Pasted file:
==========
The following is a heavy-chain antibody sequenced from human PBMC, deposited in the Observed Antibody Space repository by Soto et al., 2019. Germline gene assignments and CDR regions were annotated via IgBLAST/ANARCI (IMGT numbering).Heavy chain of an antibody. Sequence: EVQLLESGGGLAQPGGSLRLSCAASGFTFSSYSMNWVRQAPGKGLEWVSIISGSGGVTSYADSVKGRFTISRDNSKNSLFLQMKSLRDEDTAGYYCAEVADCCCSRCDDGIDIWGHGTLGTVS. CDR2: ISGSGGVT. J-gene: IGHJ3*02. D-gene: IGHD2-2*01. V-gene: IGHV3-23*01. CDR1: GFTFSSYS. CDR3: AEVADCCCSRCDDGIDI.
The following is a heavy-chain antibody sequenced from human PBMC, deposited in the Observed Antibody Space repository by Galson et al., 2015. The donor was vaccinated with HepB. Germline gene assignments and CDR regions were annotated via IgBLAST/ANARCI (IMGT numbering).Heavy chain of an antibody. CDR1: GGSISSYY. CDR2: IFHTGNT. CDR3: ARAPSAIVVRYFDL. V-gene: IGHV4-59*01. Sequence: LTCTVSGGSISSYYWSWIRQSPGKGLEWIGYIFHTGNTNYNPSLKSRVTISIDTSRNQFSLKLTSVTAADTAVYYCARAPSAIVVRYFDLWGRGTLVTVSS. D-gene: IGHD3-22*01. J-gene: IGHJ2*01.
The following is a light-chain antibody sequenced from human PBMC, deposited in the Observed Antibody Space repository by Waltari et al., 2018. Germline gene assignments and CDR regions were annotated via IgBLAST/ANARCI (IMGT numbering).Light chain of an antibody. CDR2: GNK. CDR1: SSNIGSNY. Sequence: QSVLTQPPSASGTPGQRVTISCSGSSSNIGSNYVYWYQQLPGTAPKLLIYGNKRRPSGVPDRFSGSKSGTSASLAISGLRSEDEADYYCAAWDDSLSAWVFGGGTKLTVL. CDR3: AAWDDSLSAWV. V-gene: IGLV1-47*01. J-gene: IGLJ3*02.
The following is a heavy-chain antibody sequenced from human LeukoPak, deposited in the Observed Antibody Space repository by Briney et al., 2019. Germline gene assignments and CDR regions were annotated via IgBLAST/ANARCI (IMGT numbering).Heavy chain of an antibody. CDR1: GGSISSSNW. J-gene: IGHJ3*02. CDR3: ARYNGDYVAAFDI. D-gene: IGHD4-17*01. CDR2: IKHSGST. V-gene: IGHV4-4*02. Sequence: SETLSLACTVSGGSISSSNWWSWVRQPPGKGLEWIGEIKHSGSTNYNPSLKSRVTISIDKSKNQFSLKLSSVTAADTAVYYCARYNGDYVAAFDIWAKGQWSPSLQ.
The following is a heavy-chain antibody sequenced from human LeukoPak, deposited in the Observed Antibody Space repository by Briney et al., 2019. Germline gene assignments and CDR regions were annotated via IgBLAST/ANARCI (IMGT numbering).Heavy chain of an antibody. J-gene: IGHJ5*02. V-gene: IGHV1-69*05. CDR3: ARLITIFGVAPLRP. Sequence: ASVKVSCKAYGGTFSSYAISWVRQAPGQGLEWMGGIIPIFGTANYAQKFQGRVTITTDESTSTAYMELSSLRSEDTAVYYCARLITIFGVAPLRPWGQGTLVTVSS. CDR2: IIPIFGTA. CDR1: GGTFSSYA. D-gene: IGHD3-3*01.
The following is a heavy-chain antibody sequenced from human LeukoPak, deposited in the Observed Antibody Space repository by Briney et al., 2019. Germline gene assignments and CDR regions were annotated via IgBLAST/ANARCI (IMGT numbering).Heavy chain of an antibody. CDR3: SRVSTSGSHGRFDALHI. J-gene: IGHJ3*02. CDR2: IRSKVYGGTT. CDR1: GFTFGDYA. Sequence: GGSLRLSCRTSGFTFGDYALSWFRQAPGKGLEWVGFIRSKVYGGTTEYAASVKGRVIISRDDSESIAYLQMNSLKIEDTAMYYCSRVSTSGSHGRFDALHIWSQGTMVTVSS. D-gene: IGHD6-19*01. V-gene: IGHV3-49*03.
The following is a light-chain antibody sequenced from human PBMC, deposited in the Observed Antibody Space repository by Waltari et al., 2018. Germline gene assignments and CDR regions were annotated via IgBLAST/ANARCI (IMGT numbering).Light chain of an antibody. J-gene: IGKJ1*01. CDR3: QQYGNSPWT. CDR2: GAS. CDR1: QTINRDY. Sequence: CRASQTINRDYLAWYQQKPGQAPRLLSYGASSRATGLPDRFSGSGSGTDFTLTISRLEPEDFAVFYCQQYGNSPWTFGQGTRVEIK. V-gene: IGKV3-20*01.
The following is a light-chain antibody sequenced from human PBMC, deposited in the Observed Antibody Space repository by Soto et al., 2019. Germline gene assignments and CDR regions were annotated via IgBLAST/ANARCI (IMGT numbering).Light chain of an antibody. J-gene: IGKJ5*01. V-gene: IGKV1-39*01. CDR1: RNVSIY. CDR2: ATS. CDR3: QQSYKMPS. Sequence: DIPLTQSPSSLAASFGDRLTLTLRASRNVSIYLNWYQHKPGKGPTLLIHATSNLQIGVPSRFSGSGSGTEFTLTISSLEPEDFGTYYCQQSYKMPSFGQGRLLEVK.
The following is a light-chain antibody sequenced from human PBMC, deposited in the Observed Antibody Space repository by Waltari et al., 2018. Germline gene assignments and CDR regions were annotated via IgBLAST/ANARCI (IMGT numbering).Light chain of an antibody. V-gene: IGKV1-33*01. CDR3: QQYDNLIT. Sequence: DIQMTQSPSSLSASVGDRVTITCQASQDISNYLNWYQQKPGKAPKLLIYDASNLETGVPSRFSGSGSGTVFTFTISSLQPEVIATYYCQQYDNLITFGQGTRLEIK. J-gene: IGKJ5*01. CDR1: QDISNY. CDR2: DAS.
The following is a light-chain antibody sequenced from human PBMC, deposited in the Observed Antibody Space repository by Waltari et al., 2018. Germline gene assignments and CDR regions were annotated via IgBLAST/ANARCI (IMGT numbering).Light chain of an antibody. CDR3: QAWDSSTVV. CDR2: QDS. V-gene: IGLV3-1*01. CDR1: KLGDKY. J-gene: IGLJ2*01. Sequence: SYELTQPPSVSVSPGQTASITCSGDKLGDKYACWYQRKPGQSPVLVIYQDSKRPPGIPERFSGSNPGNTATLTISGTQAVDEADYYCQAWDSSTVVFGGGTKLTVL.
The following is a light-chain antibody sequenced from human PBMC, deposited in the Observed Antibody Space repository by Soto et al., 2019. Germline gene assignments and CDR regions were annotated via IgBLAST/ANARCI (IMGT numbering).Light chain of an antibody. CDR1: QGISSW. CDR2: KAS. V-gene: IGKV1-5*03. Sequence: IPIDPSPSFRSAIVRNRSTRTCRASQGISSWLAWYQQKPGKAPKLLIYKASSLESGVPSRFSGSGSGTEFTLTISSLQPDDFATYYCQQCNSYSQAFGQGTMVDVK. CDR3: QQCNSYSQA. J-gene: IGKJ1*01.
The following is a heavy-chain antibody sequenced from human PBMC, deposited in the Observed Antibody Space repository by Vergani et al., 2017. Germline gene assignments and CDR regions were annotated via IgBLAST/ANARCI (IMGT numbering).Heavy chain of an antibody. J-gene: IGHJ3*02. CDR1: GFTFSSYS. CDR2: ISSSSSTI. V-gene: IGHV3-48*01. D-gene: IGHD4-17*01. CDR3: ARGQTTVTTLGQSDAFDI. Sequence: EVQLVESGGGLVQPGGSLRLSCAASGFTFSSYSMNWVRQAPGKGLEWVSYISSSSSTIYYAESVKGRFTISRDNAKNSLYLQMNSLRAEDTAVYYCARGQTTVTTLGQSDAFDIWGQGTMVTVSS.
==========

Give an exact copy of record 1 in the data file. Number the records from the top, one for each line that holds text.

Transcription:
The following is a heavy-chain antibody sequenced from human PBMC, deposited in the Observed Antibody Space repository by Soto et al., 2019. Germline gene assignments and CDR regions were annotated via IgBLAST/ANARCI (IMGT numbering).Heavy chain of an antibody. Sequence: EVQLLESGGGLAQPGGSLRLSCAASGFTFSSYSMNWVRQAPGKGLEWVSIISGSGGVTSYADSVKGRFTISRDNSKNSLFLQMKSLRDEDTAGYYCAEVADCCCSRCDDGIDIWGHGTLGTVS. CDR2: ISGSGGVT. J-gene: IGHJ3*02. D-gene: IGHD2-2*01. V-gene: IGHV3-23*01. CDR1: GFTFSSYS. CDR3: AEVADCCCSRCDDGIDI.